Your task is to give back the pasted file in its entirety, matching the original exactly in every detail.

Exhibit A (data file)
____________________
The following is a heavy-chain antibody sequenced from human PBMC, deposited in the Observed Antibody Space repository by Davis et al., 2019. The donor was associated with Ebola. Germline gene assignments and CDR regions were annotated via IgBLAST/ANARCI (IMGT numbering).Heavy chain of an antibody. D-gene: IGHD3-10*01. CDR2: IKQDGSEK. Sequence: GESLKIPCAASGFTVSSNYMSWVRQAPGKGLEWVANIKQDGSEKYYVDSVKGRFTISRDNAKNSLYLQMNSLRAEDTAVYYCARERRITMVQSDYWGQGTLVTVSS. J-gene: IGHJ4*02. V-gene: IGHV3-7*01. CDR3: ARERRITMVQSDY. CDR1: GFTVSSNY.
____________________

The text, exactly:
The following is a heavy-chain antibody sequenced from human PBMC, deposited in the Observed Antibody Space repository by Davis et al., 2019. The donor was associated with Ebola. Germline gene assignments and CDR regions were annotated via IgBLAST/ANARCI (IMGT numbering).Heavy chain of an antibody. D-gene: IGHD3-10*01. CDR2: IKQDGSEK. Sequence: GESLKIPCAASGFTVSSNYMSWVRQAPGKGLEWVANIKQDGSEKYYVDSVKGRFTISRDNAKNSLYLQMNSLRAEDTAVYYCARERRITMVQSDYWGQGTLVTVSS. J-gene: IGHJ4*02. V-gene: IGHV3-7*01. CDR3: ARERRITMVQSDY. CDR1: GFTVSSNY.